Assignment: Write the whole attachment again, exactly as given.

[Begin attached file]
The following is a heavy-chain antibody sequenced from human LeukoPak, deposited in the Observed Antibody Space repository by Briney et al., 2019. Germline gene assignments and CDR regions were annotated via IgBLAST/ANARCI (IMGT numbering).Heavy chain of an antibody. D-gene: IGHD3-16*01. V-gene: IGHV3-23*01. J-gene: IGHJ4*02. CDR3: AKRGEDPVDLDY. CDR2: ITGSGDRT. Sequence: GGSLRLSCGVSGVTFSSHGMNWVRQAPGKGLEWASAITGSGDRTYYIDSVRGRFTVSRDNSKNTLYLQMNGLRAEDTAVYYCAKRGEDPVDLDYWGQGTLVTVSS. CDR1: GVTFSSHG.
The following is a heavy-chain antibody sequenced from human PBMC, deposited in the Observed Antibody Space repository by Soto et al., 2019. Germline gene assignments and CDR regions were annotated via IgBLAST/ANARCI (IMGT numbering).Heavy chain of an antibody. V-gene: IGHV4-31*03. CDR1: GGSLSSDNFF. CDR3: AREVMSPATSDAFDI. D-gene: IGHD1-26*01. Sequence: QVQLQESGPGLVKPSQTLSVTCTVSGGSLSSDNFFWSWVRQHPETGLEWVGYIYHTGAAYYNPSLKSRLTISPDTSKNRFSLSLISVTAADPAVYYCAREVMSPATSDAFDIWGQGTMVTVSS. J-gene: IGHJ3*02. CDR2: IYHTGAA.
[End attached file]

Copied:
The following is a heavy-chain antibody sequenced from human LeukoPak, deposited in the Observed Antibody Space repository by Briney et al., 2019. Germline gene assignments and CDR regions were annotated via IgBLAST/ANARCI (IMGT numbering).Heavy chain of an antibody. D-gene: IGHD3-16*01. V-gene: IGHV3-23*01. J-gene: IGHJ4*02. CDR3: AKRGEDPVDLDY. CDR2: ITGSGDRT. Sequence: GGSLRLSCGVSGVTFSSHGMNWVRQAPGKGLEWASAITGSGDRTYYIDSVRGRFTVSRDNSKNTLYLQMNGLRAEDTAVYYCAKRGEDPVDLDYWGQGTLVTVSS. CDR1: GVTFSSHG.
The following is a heavy-chain antibody sequenced from human PBMC, deposited in the Observed Antibody Space repository by Soto et al., 2019. Germline gene assignments and CDR regions were annotated via IgBLAST/ANARCI (IMGT numbering).Heavy chain of an antibody. V-gene: IGHV4-31*03. CDR1: GGSLSSDNFF. CDR3: AREVMSPATSDAFDI. D-gene: IGHD1-26*01. Sequence: QVQLQESGPGLVKPSQTLSVTCTVSGGSLSSDNFFWSWVRQHPETGLEWVGYIYHTGAAYYNPSLKSRLTISPDTSKNRFSLSLISVTAADPAVYYCAREVMSPATSDAFDIWGQGTMVTVSS. J-gene: IGHJ3*02. CDR2: IYHTGAA.